The woman visibly relaxed.  “Thank you,” she said, gratefully.  “Thank you.”

She pulled out a hundred dollar bill and gave it to the woman.  “Relax.  Get something to eat and take a couple days off.   I’ll be in touch.”

The woman bowed slightly, took the money and walked away.

“You want to explain who she is and what she just gave to you?” he asked.

“You can’t possibly be that stupid,” she said disgustedly.

“If only that were true,” he sighed.

She started walking toward the exit.

“Oh, god, don’t go,” he said, panic in his voice.  “This is one of those moments that may never come again.  The one you rethink your entire life.  When your mind screams, WHY DID YOU LET HER WALK AWAY?”

“Let me?”

“No, no, I mean how could I not tell you to stay.”

She sighed.  “I’m not from around here.”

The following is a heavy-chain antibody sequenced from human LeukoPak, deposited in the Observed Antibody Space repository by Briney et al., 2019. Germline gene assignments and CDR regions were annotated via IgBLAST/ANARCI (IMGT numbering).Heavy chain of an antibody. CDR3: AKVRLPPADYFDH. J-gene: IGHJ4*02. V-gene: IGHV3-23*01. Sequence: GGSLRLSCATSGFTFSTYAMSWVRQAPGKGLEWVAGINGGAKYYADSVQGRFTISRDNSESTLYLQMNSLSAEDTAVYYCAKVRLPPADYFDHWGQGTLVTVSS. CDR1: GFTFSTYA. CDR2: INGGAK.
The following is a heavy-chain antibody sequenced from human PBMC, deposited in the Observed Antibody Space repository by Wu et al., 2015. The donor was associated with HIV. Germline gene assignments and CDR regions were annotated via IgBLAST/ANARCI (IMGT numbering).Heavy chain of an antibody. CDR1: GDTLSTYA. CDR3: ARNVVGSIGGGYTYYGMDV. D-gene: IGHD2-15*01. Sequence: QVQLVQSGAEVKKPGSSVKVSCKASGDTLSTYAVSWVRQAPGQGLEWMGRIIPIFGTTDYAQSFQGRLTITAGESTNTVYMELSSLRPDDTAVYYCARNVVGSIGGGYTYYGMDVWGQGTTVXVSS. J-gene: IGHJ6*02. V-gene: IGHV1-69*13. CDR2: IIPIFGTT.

“Not important,” he said.

“It’s more important than you think,” she snickered,  holding up her hand, showing him her needle sharp claws.

“Um.  What are you?,” he whispered.

“Nothing you’ve ever seen before,” she growled.  “Still want me to stay?”

He looked at her, and said, “Yes. Please stay.”

She stared at him, through golden eyes, and slowly vanished from sight.

 

 

 

Photo:  Bjorn Pierre
Unsplash

 

 

Neon…How they met.

“What do you think that means,” he asked the woman next to him.

“Beast me,” she said, looking at the neon sign.

“Maybe it means you can’t be asleep or you’ll never find love.”

“Maybe,” she said.  “But I don’t think so.  People should stop looking for something that might not exist.  Lust might be real, but no one knows what love is, besides a word in the dictionary.”

“You’re a cynic?”

“No.  Just not a romantic.

“Ah.  That’s actually refreshing.  I don’t like the romantic thing either.”

“It’s kind of a waste of time and it never seems real.  I’d rather go to a bookstore, have a cup of coffee, and talk about whatever we’re both reading.”

“Me too.”

“Life’s short.  Some of my friends friends like to be swept off their feet, but that’s just not me.”

“My name is Eddy.”

“Pam.”

“Nice to meet you.”